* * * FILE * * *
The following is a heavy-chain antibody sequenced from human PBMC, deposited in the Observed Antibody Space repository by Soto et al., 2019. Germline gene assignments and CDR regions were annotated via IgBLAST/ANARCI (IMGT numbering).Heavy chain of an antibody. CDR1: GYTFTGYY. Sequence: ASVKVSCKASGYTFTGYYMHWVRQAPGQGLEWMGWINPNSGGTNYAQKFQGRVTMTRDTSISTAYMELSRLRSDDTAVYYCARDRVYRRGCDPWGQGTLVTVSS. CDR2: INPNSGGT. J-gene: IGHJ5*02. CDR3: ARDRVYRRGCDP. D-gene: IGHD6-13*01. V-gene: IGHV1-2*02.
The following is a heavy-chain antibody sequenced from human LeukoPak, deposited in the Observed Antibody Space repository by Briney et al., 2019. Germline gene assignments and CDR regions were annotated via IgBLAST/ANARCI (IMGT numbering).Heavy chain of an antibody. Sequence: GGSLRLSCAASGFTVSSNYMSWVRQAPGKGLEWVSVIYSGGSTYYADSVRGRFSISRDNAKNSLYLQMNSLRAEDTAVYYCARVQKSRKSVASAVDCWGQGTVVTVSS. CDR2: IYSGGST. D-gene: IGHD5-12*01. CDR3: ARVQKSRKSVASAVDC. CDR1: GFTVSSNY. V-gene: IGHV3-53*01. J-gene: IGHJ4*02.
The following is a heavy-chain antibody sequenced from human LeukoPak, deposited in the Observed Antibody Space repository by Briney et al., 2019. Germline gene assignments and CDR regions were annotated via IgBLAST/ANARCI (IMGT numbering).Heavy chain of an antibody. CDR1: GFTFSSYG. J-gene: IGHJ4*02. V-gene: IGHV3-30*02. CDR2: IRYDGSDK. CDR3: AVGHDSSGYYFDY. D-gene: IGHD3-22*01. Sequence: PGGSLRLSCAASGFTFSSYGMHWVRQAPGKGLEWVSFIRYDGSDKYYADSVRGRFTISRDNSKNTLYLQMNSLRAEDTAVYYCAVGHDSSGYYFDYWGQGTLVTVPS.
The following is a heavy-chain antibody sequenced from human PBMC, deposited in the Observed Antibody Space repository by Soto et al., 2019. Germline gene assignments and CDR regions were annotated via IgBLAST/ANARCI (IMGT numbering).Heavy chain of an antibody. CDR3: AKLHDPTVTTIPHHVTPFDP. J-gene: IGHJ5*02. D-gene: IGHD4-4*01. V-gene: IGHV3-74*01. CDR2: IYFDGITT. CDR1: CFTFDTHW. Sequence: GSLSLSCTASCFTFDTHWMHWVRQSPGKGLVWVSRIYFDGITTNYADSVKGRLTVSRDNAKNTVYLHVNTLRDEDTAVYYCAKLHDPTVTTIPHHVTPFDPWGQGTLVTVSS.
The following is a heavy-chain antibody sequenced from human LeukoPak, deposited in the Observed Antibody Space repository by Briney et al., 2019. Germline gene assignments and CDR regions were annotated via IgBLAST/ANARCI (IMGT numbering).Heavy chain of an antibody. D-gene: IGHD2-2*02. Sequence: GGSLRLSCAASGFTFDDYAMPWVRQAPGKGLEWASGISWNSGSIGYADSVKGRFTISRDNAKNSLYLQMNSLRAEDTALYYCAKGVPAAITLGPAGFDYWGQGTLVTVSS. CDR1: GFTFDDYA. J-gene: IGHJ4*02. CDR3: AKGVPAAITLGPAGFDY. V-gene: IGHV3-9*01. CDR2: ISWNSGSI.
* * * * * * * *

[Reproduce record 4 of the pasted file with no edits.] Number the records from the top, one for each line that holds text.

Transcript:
The following is a heavy-chain antibody sequenced from human PBMC, deposited in the Observed Antibody Space repository by Soto et al., 2019. Germline gene assignments and CDR regions were annotated via IgBLAST/ANARCI (IMGT numbering).Heavy chain of an antibody. CDR3: AKLHDPTVTTIPHHVTPFDP. J-gene: IGHJ5*02. D-gene: IGHD4-4*01. V-gene: IGHV3-74*01. CDR2: IYFDGITT. CDR1: CFTFDTHW. Sequence: GSLSLSCTASCFTFDTHWMHWVRQSPGKGLVWVSRIYFDGITTNYADSVKGRLTVSRDNAKNTVYLHVNTLRDEDTAVYYCAKLHDPTVTTIPHHVTPFDPWGQGTLVTVSS.